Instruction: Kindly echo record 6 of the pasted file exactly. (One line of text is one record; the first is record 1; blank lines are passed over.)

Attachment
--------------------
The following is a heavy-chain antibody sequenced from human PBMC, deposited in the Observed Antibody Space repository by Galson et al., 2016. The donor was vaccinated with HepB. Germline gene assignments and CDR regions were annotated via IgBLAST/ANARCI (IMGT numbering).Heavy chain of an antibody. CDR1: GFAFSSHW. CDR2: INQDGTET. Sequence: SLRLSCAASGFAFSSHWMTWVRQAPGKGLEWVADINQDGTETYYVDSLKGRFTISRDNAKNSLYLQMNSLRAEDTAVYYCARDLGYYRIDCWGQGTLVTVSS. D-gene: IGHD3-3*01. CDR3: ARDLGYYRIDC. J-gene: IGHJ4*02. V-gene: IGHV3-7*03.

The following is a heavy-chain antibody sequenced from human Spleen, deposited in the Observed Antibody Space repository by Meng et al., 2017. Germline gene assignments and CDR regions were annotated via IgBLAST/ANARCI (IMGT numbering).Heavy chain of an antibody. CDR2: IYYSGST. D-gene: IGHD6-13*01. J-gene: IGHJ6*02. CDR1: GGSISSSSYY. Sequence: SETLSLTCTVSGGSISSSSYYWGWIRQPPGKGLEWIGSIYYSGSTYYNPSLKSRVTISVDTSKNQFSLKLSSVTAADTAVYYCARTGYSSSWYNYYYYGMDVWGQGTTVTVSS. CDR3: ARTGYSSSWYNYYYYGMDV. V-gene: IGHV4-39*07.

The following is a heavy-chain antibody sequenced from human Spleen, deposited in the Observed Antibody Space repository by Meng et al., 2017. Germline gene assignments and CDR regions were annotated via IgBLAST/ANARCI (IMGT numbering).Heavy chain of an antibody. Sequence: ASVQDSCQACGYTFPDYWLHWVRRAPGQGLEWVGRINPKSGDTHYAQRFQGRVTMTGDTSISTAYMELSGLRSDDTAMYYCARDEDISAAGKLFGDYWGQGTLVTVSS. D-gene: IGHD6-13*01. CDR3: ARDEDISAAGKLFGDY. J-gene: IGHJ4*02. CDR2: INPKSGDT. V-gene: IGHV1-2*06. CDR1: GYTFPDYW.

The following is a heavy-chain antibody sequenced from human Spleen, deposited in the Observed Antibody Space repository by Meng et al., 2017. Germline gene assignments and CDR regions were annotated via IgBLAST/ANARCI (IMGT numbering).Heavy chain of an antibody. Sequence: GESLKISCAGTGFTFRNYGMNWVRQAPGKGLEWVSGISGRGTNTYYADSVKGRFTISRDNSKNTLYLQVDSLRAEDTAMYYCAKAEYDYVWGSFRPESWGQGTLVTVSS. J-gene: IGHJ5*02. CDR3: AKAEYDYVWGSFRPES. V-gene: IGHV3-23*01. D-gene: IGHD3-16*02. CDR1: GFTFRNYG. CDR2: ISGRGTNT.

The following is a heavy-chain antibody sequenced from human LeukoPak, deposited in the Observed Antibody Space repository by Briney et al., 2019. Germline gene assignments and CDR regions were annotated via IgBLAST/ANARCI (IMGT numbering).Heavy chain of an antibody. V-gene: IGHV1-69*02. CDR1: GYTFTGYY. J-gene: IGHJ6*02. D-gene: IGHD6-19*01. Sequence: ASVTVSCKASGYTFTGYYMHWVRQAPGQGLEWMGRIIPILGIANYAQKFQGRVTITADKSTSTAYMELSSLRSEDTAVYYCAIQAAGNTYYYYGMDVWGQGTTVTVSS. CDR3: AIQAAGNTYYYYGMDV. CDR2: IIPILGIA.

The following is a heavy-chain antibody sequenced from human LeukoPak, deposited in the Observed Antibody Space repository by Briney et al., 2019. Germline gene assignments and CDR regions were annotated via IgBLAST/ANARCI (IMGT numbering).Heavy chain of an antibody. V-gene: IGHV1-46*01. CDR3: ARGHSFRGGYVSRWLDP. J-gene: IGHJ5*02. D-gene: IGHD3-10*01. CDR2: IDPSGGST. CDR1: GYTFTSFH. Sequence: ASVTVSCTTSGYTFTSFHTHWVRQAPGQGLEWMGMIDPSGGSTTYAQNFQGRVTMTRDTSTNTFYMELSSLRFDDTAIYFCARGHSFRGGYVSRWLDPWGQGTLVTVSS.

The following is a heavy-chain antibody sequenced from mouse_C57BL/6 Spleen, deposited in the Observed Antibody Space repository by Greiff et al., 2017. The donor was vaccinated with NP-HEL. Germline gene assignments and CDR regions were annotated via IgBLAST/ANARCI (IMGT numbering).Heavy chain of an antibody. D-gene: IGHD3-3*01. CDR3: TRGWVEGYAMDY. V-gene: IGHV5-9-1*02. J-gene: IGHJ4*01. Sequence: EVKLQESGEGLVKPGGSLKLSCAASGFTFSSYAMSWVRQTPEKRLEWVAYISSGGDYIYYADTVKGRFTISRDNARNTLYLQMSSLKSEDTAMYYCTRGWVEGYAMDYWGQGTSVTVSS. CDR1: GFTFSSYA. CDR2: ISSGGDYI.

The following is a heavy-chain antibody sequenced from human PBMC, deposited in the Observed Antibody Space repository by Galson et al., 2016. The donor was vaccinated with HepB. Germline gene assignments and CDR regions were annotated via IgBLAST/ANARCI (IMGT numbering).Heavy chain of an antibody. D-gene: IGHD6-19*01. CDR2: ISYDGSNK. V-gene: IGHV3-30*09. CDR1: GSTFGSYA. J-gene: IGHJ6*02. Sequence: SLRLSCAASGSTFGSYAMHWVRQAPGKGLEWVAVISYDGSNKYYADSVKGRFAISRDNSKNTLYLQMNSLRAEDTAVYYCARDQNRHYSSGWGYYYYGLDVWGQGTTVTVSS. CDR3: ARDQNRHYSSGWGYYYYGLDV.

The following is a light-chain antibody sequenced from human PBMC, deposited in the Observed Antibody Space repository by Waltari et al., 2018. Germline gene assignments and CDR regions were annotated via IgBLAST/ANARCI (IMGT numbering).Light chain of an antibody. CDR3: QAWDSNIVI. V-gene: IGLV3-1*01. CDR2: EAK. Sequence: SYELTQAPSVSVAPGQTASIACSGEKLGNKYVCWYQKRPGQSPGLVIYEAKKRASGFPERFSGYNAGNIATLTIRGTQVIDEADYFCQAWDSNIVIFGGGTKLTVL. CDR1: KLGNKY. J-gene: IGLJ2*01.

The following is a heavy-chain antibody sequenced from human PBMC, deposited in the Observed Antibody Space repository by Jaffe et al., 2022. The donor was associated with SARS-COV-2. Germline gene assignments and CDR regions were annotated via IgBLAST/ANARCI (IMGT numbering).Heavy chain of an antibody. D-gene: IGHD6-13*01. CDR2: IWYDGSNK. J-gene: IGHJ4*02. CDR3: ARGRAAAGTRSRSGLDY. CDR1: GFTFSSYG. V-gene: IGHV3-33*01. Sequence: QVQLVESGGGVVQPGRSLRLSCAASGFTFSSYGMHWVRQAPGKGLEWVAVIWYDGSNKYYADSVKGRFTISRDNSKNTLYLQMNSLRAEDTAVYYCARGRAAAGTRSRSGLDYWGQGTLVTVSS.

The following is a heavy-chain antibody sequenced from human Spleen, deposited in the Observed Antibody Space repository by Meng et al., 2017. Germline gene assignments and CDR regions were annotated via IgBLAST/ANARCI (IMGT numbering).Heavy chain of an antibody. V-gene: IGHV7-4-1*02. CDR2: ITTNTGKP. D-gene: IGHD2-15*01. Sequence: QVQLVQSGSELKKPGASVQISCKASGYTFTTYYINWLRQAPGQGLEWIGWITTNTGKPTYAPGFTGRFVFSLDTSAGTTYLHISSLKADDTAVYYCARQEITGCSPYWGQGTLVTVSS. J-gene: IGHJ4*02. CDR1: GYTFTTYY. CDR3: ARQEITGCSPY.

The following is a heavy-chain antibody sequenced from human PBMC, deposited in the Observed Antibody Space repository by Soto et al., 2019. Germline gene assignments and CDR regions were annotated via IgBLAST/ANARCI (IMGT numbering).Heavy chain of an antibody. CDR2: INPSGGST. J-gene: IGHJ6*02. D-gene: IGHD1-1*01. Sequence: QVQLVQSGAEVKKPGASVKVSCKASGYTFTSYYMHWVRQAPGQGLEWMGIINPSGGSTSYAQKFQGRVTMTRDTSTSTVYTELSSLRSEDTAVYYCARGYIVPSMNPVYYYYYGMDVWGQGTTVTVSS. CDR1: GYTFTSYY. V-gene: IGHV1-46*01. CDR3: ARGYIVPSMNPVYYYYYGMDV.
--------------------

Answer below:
The following is a heavy-chain antibody sequenced from human LeukoPak, deposited in the Observed Antibody Space repository by Briney et al., 2019. Germline gene assignments and CDR regions were annotated via IgBLAST/ANARCI (IMGT numbering).Heavy chain of an antibody. V-gene: IGHV1-46*01. CDR3: ARGHSFRGGYVSRWLDP. J-gene: IGHJ5*02. D-gene: IGHD3-10*01. CDR2: IDPSGGST. CDR1: GYTFTSFH. Sequence: ASVTVSCTTSGYTFTSFHTHWVRQAPGQGLEWMGMIDPSGGSTTYAQNFQGRVTMTRDTSTNTFYMELSSLRFDDTAIYFCARGHSFRGGYVSRWLDPWGQGTLVTVSS.